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Keywords:

  • heart development;
  • common pulmonary vein;
  • atrial septation;
  • Xenopus laevis

Abstract

  1. Top of page
  2. Abstract
  3. INTRODUCTION
  4. RESULTS
  5. DISCUSSION
  6. EXPERIMENTAL PROCEDURES
  7. Acknowledgements
  8. REFERENCES

The heart of lung-breathing vertebrates normally shows an asymmetric arrangement of its venoatrial connections along the left-right (L-R) body axis. The systemic venous tributaries empty into the right atrium while the pulmonary venous tributaries empty into the left atrium. The ways by which this asymmetry evolves from the originally symmetrically arranged embryonic venous heart pole are poorly defined. Here we document the development of the venous heart pole in Xenopus laevis (stages 40–46). We show that, prior to the appearance of the mouth of the common pulmonary vein (MCPV), the systemic venous tributaries empty into a bilaterally symmetric chamber (sinus venosus) that is demarcated from the developing atriums by a circular ridge of tissue (sinu-atrial ridge). A solitary MCPV appears during stage 41. From the time point of its first appearance onwards, the MCPV lies cranial to the sinu-atrial ridge and to the left of the developing interatrial septum and body midline. L-R lineage analysis shows that the interatrial septum and MCPV both derive from the left body half. The CPV, therefore, opens from the beginning into the future left atrium. The definitive venoatrial connections are established by the formation of a septal complex that divides the lumen of the venous heart pole into systemic and pulmonary venous flow pathways. This complex arises from the anlage of the interatrial septum and the left half of the sinu-atrial ridge. Developmental Dynamics 240:1518–1527, 2011. © 2011 Wiley-Liss, Inc.


INTRODUCTION

  1. Top of page
  2. Abstract
  3. INTRODUCTION
  4. RESULTS
  5. DISCUSSION
  6. EXPERIMENTAL PROCEDURES
  7. Acknowledgements
  8. REFERENCES

The venous pole of the mature heart of lung-breathing vertebrates normally shows remarkable asymmetries with respect to the left-right (L-R) body axis. The systemic venous tributaries, for example, normally empty exclusively into the right atrium while the pulmonary venous tributaries normally empty exclusively into the left atrium. This asymmetry is of vital importance for lung-breathing vertebrates since it contributes to the separation of oxygenated and de-oxygenated blood. It might, thus, be surprising to note that, despite more than 200 years of research on the development of the vertebrate heart, we have currently no commonly accepted concept about the way in which the initially almost symmetrically arranged venous pole of the embryonic heart normally becomes transformed into the asymmetric arrangement of the mature heart. Especially the way in which the pulmonary venous tributaries normally become connected exclusively to the left atrium has been a matter of some debate during the past 100 years.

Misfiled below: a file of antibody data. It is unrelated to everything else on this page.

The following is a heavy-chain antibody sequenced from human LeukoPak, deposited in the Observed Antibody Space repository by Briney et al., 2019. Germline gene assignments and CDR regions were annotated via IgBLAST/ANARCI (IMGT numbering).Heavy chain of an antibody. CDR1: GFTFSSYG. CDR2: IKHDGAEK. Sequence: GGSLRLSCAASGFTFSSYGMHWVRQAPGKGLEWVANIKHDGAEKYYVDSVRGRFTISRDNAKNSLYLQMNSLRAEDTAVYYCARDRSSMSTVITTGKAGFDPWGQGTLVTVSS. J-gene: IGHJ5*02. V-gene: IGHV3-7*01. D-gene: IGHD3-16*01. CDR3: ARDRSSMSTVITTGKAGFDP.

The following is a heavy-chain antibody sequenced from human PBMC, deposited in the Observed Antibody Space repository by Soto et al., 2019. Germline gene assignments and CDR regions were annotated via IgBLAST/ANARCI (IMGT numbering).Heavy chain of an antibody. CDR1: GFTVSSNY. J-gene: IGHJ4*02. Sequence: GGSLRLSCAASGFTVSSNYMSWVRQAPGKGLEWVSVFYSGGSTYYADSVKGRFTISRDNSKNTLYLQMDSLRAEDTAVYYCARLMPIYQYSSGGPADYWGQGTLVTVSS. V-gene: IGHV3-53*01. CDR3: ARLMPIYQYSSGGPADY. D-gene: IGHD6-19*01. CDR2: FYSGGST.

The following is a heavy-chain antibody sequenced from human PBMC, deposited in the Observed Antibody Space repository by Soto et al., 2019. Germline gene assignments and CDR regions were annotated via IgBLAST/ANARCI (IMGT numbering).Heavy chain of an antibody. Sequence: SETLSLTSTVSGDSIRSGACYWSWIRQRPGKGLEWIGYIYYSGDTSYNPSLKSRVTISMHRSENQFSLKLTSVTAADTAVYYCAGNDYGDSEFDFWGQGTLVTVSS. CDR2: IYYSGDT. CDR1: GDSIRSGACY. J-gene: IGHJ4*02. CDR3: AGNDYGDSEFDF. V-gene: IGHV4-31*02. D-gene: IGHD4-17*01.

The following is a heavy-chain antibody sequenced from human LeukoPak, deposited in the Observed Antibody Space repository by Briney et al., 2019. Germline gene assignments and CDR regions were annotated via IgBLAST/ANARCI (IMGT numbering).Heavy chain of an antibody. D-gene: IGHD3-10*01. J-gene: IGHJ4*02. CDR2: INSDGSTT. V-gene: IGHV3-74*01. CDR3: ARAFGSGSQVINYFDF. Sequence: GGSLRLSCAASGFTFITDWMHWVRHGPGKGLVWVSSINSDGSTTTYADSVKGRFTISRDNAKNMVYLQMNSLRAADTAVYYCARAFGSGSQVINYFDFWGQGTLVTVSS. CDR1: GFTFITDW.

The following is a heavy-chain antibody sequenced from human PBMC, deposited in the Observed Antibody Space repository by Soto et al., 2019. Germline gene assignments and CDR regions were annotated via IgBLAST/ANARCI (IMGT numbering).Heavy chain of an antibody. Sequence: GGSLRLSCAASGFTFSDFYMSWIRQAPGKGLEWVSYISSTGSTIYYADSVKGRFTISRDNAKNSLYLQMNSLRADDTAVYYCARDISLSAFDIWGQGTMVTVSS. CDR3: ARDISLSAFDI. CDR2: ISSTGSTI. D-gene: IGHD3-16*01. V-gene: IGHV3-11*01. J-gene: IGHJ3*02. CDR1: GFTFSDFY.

The pulmonary vasculature arises from an endothelial vascular plexus surrounding the embryonic foregut (Brown,1913; Rammos et al.,1990; DeRuiter et al.,1993). This plexus initially has no direct connections to the developing heart but drains its blood into the umbilical, vitelline, and cardinal venous systems. Later in development, the pulmonary portion of the vascular foregut plexus becomes directly connected to the venous heart pole via a solitary vein stem, which is called the common pulmonary vein (CPV). In human beings and some other mammals, the CPV is only transiently present since it becomes incorporated into the left atrium until its four tributaries empty separately into the left atrium.

Three aspects of CPV development are differently described in the literature. The first is the mechanism of formation of this blood vessel. In the vast majority of studies, the CPV is described as originating from an endothelial sprout that grows out from the dorsal wall of the venous heart pole and reaches the pulmonary portion of the vascular foregut plexus via the dorsal mesocardium (Flint,1906; Fedorow,1910; Neill,1956; Van Praagh and Corsini,1969; Los,1978; Kutsche and Van Mierop,1988; Webb et al.,1998,2000,2001; Männer and Merkel,2007). In a few studies, on the other hand, descriptions are given that suggest that the CPV may derive from endothelial strands, vacuoles, or channels that form in situ within the dorsal mesocardium (Brown,1913; Robertson,1914; Davies and MacConaill,1937; Bertens et al.,2010).